The Tribune toured the area on June 10, 2021

Maxwell Johnson is seen in Bella Bella, B.C., in an undated photo. The Indigenous man from British Columbia has filed complaints with the B.C. Human Rights Tribunal and the Canadian Human Rights Commission after he and his granddaughter were handcuffed when they tried to open a bank account. THE CANADIAN PRESS/HO-Heiltsuk Nation, Damien Gillis, *MANDATORY CREDIT*
VIDEO: Chiefs join human rights case of Indigenous man handcuffed by police in B.C. bank

Maxwell Johnson said he wants change, not just words, from Vancouver police

Cannabis bought in British Columbia (Ashley Wadhwani/Black Press Media)
Is it time to start thinking about greener ways to package cannabis?

Packaging suppliers are still figuring eco-friendly and affordable packaging options that fit the mandates of Cannabis Regulations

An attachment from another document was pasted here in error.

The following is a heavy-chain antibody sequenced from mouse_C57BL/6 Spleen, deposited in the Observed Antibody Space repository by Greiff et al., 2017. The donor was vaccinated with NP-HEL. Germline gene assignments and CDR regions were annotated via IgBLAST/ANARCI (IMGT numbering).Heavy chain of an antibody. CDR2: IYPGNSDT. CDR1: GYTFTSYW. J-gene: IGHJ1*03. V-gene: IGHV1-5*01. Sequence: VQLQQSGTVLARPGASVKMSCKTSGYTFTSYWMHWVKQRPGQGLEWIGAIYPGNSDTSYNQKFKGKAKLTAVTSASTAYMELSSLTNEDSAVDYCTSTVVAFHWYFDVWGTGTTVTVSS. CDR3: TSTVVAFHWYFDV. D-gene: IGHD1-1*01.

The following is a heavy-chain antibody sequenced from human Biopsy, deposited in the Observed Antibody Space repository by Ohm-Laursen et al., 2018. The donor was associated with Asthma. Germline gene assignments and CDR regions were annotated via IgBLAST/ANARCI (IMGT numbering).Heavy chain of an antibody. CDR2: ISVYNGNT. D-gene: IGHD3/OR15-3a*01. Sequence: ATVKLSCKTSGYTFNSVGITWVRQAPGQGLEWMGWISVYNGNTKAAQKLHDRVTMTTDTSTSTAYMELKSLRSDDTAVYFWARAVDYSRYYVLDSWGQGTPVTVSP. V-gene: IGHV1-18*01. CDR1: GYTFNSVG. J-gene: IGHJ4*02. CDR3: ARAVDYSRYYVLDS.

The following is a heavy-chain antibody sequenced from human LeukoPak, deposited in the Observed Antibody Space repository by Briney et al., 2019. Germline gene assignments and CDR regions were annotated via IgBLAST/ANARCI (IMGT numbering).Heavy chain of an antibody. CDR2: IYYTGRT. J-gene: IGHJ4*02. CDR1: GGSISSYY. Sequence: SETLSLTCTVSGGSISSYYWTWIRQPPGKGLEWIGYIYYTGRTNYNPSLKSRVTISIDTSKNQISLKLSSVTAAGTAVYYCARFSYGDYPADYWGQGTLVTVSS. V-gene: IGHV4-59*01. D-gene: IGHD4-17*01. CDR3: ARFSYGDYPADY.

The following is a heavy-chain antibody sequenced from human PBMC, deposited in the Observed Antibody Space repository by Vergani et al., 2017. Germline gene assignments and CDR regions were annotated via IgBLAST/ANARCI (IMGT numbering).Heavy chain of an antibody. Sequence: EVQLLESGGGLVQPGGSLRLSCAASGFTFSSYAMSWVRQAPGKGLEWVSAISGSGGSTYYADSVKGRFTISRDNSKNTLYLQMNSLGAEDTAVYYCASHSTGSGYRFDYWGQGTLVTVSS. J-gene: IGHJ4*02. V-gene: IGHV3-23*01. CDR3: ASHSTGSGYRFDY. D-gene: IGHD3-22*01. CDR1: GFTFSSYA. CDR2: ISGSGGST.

For more than a year, Rene Doyharcabal and a small group of neighbours in Langley’s Brookswood neighbourhood have been going out every evening to show support for first responders by honking horns and banging pots and drums. Now, a neighbour has filed a noise complaint. (Langley Advance Times file)
Noise complaint filed against nightly show of support for health care workers in B.C. city

Langley Township contacted group to advise of complaint, but no immediate action is expected

A nurse prepares a shot of the COVID-19 vaccine at the Yukon Convention Centre in Whitehorse on Wednesday, March 3, 2021. THE CANADIAN PRESS/Mike Thomas
Vancouver couple pleads guilty to breaking Yukon COVID rules, travelling for vaccine

Chief Judge Michael Cozens agreed with a joint sentencing submission,

An inmate in solitary confinement given lunch on Tuesday, May 10, 2016. THE CANADIAN/Lars Hagberg